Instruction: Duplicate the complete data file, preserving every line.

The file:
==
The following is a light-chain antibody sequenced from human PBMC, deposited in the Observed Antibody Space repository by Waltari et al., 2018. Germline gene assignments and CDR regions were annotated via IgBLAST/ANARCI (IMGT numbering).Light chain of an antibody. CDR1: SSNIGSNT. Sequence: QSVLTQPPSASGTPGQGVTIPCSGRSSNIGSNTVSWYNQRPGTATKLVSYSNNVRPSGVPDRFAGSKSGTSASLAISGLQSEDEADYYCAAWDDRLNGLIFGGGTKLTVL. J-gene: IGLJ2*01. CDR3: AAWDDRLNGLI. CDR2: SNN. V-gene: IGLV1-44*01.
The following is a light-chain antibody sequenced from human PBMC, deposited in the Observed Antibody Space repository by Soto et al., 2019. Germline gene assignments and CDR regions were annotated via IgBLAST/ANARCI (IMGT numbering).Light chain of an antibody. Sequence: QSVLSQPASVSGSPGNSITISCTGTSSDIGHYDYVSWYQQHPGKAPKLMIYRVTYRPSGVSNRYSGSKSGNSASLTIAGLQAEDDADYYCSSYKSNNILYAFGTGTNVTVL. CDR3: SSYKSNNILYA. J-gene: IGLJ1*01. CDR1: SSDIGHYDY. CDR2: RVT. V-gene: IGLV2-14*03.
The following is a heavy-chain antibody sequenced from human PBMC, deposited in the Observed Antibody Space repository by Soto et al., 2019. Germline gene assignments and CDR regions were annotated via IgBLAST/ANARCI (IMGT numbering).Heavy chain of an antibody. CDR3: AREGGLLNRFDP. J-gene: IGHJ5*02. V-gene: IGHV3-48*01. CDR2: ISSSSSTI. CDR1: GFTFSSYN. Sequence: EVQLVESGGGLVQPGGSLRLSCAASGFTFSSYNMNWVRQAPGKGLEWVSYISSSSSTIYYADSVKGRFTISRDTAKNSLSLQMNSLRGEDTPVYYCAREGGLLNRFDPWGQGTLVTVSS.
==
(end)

The following is a light-chain antibody sequenced from human PBMC, deposited in the Observed Antibody Space repository by Waltari et al., 2018. Germline gene assignments and CDR regions were annotated via IgBLAST/ANARCI (IMGT numbering).Light chain of an antibody. CDR1: SSNIGSNT. Sequence: QSVLTQPPSASGTPGQGVTIPCSGRSSNIGSNTVSWYNQRPGTATKLVSYSNNVRPSGVPDRFAGSKSGTSASLAISGLQSEDEADYYCAAWDDRLNGLIFGGGTKLTVL. J-gene: IGLJ2*01. CDR3: AAWDDRLNGLI. CDR2: SNN. V-gene: IGLV1-44*01.
The following is a light-chain antibody sequenced from human PBMC, deposited in the Observed Antibody Space repository by Soto et al., 2019. Germline gene assignments and CDR regions were annotated via IgBLAST/ANARCI (IMGT numbering).Light chain of an antibody. Sequence: QSVLSQPASVSGSPGNSITISCTGTSSDIGHYDYVSWYQQHPGKAPKLMIYRVTYRPSGVSNRYSGSKSGNSASLTIAGLQAEDDADYYCSSYKSNNILYAFGTGTNVTVL. CDR3: SSYKSNNILYA. J-gene: IGLJ1*01. CDR1: SSDIGHYDY. CDR2: RVT. V-gene: IGLV2-14*03.
The following is a heavy-chain antibody sequenced from human PBMC, deposited in the Observed Antibody Space repository by Soto et al., 2019. Germline gene assignments and CDR regions were annotated via IgBLAST/ANARCI (IMGT numbering).Heavy chain of an antibody. CDR3: AREGGLLNRFDP. J-gene: IGHJ5*02. V-gene: IGHV3-48*01. CDR2: ISSSSSTI. CDR1: GFTFSSYN. Sequence: EVQLVESGGGLVQPGGSLRLSCAASGFTFSSYNMNWVRQAPGKGLEWVSYISSSSSTIYYADSVKGRFTISRDTAKNSLSLQMNSLRGEDTPVYYCAREGGLLNRFDPWGQGTLVTVSS.